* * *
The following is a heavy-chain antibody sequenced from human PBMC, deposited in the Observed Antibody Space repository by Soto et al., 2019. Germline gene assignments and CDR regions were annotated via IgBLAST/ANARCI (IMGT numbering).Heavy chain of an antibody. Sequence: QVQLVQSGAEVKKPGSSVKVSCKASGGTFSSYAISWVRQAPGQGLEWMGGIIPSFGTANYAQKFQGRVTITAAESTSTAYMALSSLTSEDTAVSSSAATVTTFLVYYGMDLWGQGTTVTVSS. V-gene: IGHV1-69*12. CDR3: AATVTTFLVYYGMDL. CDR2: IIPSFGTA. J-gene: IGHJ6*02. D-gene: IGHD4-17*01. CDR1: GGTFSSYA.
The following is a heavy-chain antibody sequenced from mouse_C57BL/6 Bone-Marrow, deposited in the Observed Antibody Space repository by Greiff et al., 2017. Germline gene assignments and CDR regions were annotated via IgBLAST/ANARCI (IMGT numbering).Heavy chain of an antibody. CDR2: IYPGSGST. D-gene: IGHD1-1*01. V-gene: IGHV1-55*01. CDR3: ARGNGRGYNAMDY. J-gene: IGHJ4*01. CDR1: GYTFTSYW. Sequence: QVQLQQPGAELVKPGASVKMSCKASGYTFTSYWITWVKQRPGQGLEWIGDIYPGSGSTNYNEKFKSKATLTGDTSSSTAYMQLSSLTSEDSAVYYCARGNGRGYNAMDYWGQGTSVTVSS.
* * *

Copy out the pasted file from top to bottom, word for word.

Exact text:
The following is a heavy-chain antibody sequenced from human PBMC, deposited in the Observed Antibody Space repository by Soto et al., 2019. Germline gene assignments and CDR regions were annotated via IgBLAST/ANARCI (IMGT numbering).Heavy chain of an antibody. Sequence: QVQLVQSGAEVKKPGSSVKVSCKASGGTFSSYAISWVRQAPGQGLEWMGGIIPSFGTANYAQKFQGRVTITAAESTSTAYMALSSLTSEDTAVSSSAATVTTFLVYYGMDLWGQGTTVTVSS. V-gene: IGHV1-69*12. CDR3: AATVTTFLVYYGMDL. CDR2: IIPSFGTA. J-gene: IGHJ6*02. D-gene: IGHD4-17*01. CDR1: GGTFSSYA.
The following is a heavy-chain antibody sequenced from mouse_C57BL/6 Bone-Marrow, deposited in the Observed Antibody Space repository by Greiff et al., 2017. Germline gene assignments and CDR regions were annotated via IgBLAST/ANARCI (IMGT numbering).Heavy chain of an antibody. CDR2: IYPGSGST. D-gene: IGHD1-1*01. V-gene: IGHV1-55*01. CDR3: ARGNGRGYNAMDY. J-gene: IGHJ4*01. CDR1: GYTFTSYW. Sequence: QVQLQQPGAELVKPGASVKMSCKASGYTFTSYWITWVKQRPGQGLEWIGDIYPGSGSTNYNEKFKSKATLTGDTSSSTAYMQLSSLTSEDSAVYYCARGNGRGYNAMDYWGQGTSVTVSS.